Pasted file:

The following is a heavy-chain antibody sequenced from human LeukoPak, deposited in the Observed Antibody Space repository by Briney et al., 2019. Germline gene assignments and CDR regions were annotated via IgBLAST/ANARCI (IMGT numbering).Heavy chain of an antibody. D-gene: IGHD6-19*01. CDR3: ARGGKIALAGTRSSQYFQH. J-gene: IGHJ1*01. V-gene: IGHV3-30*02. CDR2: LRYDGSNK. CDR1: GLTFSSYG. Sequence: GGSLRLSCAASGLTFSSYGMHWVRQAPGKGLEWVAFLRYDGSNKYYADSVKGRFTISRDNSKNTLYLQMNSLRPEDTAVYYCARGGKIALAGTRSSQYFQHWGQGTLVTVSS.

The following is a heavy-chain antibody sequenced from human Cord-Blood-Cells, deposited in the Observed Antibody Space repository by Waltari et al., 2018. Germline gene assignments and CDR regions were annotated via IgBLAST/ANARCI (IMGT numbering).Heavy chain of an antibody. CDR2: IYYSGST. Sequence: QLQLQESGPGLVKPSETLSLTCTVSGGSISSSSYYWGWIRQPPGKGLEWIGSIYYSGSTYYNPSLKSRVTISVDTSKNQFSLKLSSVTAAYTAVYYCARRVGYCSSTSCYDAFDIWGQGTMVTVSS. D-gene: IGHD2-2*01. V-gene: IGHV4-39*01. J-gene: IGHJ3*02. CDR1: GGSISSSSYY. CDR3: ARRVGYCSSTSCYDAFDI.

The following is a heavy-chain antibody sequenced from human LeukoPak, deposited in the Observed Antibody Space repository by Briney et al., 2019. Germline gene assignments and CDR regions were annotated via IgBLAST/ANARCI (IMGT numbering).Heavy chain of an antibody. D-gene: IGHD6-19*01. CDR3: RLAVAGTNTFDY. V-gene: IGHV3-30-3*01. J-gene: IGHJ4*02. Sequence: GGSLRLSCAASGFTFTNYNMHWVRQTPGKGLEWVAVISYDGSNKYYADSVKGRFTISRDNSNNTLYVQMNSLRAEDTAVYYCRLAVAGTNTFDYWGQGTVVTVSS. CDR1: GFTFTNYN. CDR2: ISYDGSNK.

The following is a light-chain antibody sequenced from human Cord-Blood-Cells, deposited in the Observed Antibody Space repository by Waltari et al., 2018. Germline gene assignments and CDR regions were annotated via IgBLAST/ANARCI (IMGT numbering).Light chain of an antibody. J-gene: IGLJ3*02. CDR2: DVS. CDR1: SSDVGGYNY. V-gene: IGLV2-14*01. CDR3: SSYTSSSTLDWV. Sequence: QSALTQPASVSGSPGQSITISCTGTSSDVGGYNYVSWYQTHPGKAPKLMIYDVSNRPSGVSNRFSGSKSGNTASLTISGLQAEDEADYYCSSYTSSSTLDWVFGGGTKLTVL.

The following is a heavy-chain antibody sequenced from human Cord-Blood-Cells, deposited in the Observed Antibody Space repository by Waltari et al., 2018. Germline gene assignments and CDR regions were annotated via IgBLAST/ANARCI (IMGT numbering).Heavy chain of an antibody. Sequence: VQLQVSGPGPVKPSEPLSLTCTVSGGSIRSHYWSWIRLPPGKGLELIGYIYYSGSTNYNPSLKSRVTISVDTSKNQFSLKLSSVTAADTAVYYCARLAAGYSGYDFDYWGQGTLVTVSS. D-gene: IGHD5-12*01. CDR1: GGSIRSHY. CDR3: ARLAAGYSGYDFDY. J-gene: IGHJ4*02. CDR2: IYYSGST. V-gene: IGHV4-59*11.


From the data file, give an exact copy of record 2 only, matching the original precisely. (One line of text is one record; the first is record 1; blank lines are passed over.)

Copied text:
The following is a heavy-chain antibody sequenced from human Cord-Blood-Cells, deposited in the Observed Antibody Space repository by Waltari et al., 2018. Germline gene assignments and CDR regions were annotated via IgBLAST/ANARCI (IMGT numbering).Heavy chain of an antibody. CDR2: IYYSGST. Sequence: QLQLQESGPGLVKPSETLSLTCTVSGGSISSSSYYWGWIRQPPGKGLEWIGSIYYSGSTYYNPSLKSRVTISVDTSKNQFSLKLSSVTAAYTAVYYCARRVGYCSSTSCYDAFDIWGQGTMVTVSS. D-gene: IGHD2-2*01. V-gene: IGHV4-39*01. J-gene: IGHJ3*02. CDR1: GGSISSSSYY. CDR3: ARRVGYCSSTSCYDAFDI.